This book inspired the “ST: The Next Generation” episode “Where No One has gone Before.” Duane helped write the episode.

The Enterprise has a Recreation Officer, Lieutenant Harb Tanzer.  I love Lt. Tanzer! I love the IDEA of Lt. Tanzer: someone whose job it is to make sure the crew relaxes and has fun. Recreation is a department of Medicine. Fun is good for the brain.

Tanzer has a room that is basically the holdeck, 5 years before we were introduced to them in ST:TNG.

The energy barrier at the edge of the galaxy that turned Gary Mitchell into a monster-god was transient.

Uhura speaks MANY languages.

Ms. Duane writes one hell of an exciting space battle, and proves Sulu is the best pilot in the fleet.

During the 1st Inversion Jump, we seem to share consciousness with Enterprise.  She is beautiful.

Enterprise’s crew is NICE.  And smart and curious and heroic and good. And friends.  The ship is like an idyllic small town. It’s Eureka!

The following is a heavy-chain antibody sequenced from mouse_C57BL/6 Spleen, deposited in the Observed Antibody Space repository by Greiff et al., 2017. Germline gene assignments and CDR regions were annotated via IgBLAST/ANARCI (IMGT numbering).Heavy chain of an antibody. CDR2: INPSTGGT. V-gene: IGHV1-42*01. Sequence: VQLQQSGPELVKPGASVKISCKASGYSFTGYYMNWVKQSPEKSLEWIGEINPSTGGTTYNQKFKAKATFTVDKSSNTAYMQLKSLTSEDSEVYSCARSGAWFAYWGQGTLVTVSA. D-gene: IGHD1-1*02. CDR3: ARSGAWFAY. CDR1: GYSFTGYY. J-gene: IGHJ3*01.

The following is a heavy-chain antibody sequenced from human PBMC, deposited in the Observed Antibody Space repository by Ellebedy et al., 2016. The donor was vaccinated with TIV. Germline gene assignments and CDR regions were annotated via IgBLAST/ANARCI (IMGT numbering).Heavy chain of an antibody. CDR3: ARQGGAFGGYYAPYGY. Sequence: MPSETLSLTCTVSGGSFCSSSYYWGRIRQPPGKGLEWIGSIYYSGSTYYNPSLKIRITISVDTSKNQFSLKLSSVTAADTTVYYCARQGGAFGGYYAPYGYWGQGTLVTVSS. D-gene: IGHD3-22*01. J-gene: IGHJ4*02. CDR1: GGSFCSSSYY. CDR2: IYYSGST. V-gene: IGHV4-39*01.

Reality is what we agree it is and all things happen now.

Scotty asks whether we choose life or we are chosen to live.

During the 2nd Inversion drive, we share consciousnesses with all of the crew.  The experiences are so well characterized that you can tell who we are visiting within 2-3 sentences with no name given.

The crew’s mental integrity begins to break down.  If they stay too long in the Inversion Jump space, they may lose themselves as individuals.

During the 3rd Inversion jump, the crew become physical versions of their own profound truth. McCoy’s deep compassion makes him shine so brightly it is difficult to look at him. It’s difficult to explain quickly how they see themselves and each other, but the wonder of it all is astounding and beautiful.